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Christians Worldwide Celebrate Easter

Orthodox Christians gather for an Easter Mass at Sioni Cathedral in Tbilisi.

Orthodox Christians gather for an Easter Mass at Sioni Cathedral in Tbilisi.

Millions of Christians worldwide are celebrating Easter, one of the most important holidays on the Christian calendar.

Easter Sunday celebrates the resurrection of Jesus, which his followers believe occurred on the third day after his death by crucifixion some time around A.D. 30.

This year, Christianity's main branches - Protestantism, Catholicism, and Eastern Orthodoxy -- celebrate Easter on the same day. That only happens about once every two or three years, depending on a complex calculation derived from different calendars used by the Western and Eastern churches.

For many, Easter is a chance to heal wounds -- and seek peace.

In Moscow, Russian President Dmitry Medvedev and Prime Minister Vladimir Putin attended an overnight service at the Christ the Savior Cathedral.

Thousands of worshippers gathered for the ceremony, led by Russian Orthodox Patriarch Kirill, amid tight security.

The Orthodox Easter celebrations came amid a recent tide of violence in Russia. On March 29, two suicide bombers killed 40 people on the Moscow metro. Two days later, twin suicide bombings killed 12 people in the North Caucasus republic of Daghestan, and today a bombing in the republic derailed a freight train.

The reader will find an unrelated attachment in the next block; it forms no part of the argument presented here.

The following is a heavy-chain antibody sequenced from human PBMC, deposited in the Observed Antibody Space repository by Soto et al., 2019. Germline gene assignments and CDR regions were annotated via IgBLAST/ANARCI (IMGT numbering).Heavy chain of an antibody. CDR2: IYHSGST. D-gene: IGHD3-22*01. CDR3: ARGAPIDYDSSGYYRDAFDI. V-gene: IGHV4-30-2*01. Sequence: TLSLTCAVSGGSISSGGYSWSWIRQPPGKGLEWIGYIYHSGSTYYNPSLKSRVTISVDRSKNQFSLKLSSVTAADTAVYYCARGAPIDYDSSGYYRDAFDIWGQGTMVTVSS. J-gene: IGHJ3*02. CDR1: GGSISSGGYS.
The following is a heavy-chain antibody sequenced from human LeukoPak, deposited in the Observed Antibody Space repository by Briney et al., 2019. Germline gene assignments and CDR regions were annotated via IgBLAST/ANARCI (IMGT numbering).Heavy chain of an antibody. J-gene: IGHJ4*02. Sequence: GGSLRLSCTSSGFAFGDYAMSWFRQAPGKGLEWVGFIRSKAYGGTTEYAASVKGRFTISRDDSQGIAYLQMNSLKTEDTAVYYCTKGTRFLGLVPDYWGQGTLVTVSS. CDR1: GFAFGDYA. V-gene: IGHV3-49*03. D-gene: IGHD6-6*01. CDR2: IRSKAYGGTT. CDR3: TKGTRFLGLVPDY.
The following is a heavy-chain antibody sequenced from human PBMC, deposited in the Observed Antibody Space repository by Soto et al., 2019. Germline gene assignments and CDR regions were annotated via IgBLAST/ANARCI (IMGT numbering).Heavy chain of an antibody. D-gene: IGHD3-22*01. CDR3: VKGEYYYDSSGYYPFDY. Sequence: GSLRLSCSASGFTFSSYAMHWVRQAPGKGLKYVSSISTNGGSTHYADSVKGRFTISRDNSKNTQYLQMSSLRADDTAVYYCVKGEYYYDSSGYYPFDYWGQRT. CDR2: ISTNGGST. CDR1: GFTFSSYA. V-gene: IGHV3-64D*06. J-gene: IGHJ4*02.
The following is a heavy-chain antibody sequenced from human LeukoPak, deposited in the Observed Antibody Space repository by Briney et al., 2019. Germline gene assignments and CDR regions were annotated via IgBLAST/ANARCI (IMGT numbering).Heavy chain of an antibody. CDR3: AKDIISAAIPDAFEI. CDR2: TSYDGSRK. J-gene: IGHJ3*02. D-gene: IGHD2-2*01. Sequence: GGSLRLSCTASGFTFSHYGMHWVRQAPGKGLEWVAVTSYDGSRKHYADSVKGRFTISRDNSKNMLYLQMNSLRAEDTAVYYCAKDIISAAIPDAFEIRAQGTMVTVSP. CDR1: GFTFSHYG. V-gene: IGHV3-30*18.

In his Easter address, Medvedev noted the symbolism of the fact that this year Christians of all denominations celebrate Easter on the same day. He said their cooperation for peace and mutual understanding would contribute to more harmonious interethnic and interconfessional relations.

In his message, Putin congratulated Patriarch Kirill for the "enormous" role the Orthodox Church had played in the "renaissance of national traditions and the consolidation of society." He expressed hope that Easter would "bring peace and love into every home."

In the United States, President Barack Obama called on people of all faiths to embrace their common aspirations and "shared spirit of humanity."

And at St. Peter's Basilica in the Vatican, Pope Benedict XVI delivered the traditional “Urbi et Orbi” blessing, "for the city and the world."

The Catholic Church has been engulfed in widespread accusations of child abuse committed by clergy and hidden by the institution. In a reference to the scandal, a senior cardinal, Angelo Sodano, told the 82-year-old pope at the beginning of the mass: “The people of God are with you and will not let themselves be influenced by the petty gossip of the moment, by the trials that sometimes assail the community of believers.”

The pontiff himself has been accused of failing to take action against a suspected abuser during his tenure as archbishop of Munich, a claim the Vatican denies.

Some Catholic leaders have defended the Pope against what they describe as defamatory attacks by the media. But senior clerical figures have called on the Church to be more transparent.

In his "Urbi et Orbi" message, the pontiff made no apparent reference to the scandal, but said Easter brings a message of pardon, goodness, and truth to a suffering world.

Pope Benedict also urged mankind to undergo a "spiritual and moral conversion." He offered prayers for the "suffering" Christian communities in Iraq and expressed fear for Christians suffering "persecution and even death" in Pakistan.